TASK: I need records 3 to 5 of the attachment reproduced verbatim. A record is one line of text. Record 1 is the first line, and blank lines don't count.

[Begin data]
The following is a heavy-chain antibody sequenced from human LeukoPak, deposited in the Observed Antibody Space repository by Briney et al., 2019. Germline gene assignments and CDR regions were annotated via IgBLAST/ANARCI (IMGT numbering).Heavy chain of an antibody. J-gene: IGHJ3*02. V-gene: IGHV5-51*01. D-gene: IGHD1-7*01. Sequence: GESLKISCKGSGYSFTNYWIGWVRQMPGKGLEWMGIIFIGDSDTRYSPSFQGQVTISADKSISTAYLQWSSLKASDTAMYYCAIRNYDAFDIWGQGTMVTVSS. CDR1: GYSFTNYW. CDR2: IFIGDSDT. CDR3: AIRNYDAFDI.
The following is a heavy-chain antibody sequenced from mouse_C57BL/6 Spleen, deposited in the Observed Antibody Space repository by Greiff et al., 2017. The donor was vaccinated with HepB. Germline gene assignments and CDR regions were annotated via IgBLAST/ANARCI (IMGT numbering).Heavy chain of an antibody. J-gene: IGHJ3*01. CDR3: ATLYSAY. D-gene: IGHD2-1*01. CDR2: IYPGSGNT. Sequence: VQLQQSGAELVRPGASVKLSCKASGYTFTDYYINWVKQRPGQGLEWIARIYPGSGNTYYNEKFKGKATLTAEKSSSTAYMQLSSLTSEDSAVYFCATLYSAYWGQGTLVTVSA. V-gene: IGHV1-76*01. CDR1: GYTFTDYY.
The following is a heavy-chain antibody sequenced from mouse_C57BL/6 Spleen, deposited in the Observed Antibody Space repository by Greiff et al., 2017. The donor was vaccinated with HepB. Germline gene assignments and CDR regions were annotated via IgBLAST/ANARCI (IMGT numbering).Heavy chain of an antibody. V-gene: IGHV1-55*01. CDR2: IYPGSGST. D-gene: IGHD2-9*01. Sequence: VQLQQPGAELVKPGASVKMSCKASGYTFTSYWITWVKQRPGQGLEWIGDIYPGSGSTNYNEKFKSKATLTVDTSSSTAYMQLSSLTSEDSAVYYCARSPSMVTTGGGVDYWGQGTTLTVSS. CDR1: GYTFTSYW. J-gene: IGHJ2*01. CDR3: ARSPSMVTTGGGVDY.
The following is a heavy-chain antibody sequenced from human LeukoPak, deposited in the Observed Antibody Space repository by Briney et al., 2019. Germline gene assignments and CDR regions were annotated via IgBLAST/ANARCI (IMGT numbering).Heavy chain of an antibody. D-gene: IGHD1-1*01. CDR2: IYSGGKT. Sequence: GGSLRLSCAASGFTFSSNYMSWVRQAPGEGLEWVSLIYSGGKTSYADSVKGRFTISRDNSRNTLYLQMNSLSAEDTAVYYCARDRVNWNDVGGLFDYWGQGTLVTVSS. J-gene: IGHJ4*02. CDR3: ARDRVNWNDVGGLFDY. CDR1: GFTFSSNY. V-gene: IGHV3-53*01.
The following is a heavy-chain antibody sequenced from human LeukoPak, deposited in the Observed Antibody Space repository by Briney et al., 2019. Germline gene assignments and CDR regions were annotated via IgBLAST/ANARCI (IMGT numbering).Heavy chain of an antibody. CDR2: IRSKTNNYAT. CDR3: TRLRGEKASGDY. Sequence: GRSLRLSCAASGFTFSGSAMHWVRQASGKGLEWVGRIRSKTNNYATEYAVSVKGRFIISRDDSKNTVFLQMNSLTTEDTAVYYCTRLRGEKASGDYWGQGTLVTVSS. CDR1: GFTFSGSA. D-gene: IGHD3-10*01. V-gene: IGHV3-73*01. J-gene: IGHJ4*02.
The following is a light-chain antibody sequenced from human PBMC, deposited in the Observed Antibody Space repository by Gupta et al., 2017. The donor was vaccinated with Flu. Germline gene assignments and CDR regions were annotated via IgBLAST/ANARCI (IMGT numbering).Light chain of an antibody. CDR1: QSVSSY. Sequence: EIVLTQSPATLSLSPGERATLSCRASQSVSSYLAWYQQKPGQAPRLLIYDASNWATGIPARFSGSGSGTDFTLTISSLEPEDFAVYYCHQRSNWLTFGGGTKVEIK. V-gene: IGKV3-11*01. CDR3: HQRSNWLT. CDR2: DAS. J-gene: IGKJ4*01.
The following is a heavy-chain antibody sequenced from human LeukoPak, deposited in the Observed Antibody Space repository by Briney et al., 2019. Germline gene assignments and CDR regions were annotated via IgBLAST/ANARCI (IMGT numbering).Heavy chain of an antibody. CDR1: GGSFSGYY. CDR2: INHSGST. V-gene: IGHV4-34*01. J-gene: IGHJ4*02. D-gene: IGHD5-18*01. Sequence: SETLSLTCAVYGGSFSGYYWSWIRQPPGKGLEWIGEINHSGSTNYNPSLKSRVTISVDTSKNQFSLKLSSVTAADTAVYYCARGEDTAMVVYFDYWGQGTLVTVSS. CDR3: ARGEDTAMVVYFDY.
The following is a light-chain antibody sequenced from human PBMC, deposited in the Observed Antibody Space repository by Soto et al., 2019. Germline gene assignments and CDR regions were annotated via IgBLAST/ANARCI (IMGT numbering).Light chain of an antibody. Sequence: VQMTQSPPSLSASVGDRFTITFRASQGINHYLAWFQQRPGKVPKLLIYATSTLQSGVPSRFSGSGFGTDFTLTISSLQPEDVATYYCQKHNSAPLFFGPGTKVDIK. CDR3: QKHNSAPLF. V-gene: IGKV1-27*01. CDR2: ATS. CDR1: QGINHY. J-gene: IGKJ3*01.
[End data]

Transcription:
The following is a heavy-chain antibody sequenced from mouse_C57BL/6 Spleen, deposited in the Observed Antibody Space repository by Greiff et al., 2017. The donor was vaccinated with HepB. Germline gene assignments and CDR regions were annotated via IgBLAST/ANARCI (IMGT numbering).Heavy chain of an antibody. V-gene: IGHV1-55*01. CDR2: IYPGSGST. D-gene: IGHD2-9*01. Sequence: VQLQQPGAELVKPGASVKMSCKASGYTFTSYWITWVKQRPGQGLEWIGDIYPGSGSTNYNEKFKSKATLTVDTSSSTAYMQLSSLTSEDSAVYYCARSPSMVTTGGGVDYWGQGTTLTVSS. CDR1: GYTFTSYW. J-gene: IGHJ2*01. CDR3: ARSPSMVTTGGGVDY.
The following is a heavy-chain antibody sequenced from human LeukoPak, deposited in the Observed Antibody Space repository by Briney et al., 2019. Germline gene assignments and CDR regions were annotated via IgBLAST/ANARCI (IMGT numbering).Heavy chain of an antibody. D-gene: IGHD1-1*01. CDR2: IYSGGKT. Sequence: GGSLRLSCAASGFTFSSNYMSWVRQAPGEGLEWVSLIYSGGKTSYADSVKGRFTISRDNSRNTLYLQMNSLSAEDTAVYYCARDRVNWNDVGGLFDYWGQGTLVTVSS. J-gene: IGHJ4*02. CDR3: ARDRVNWNDVGGLFDY. CDR1: GFTFSSNY. V-gene: IGHV3-53*01.
The following is a heavy-chain antibody sequenced from human LeukoPak, deposited in the Observed Antibody Space repository by Briney et al., 2019. Germline gene assignments and CDR regions were annotated via IgBLAST/ANARCI (IMGT numbering).Heavy chain of an antibody. CDR2: IRSKTNNYAT. CDR3: TRLRGEKASGDY. Sequence: GRSLRLSCAASGFTFSGSAMHWVRQASGKGLEWVGRIRSKTNNYATEYAVSVKGRFIISRDDSKNTVFLQMNSLTTEDTAVYYCTRLRGEKASGDYWGQGTLVTVSS. CDR1: GFTFSGSA. D-gene: IGHD3-10*01. V-gene: IGHV3-73*01. J-gene: IGHJ4*02.